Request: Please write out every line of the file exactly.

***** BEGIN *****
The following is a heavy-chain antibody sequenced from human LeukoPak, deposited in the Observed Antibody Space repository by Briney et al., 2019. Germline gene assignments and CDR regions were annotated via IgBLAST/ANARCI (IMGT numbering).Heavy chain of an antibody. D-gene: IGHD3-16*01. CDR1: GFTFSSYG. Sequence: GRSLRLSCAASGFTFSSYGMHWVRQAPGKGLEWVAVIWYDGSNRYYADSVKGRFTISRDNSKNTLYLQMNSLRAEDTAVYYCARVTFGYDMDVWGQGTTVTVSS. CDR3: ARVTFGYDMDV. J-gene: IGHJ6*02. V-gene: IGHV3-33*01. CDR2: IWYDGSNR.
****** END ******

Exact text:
The following is a heavy-chain antibody sequenced from human LeukoPak, deposited in the Observed Antibody Space repository by Briney et al., 2019. Germline gene assignments and CDR regions were annotated via IgBLAST/ANARCI (IMGT numbering).Heavy chain of an antibody. D-gene: IGHD3-16*01. CDR1: GFTFSSYG. Sequence: GRSLRLSCAASGFTFSSYGMHWVRQAPGKGLEWVAVIWYDGSNRYYADSVKGRFTISRDNSKNTLYLQMNSLRAEDTAVYYCARVTFGYDMDVWGQGTTVTVSS. CDR3: ARVTFGYDMDV. J-gene: IGHJ6*02. V-gene: IGHV3-33*01. CDR2: IWYDGSNR.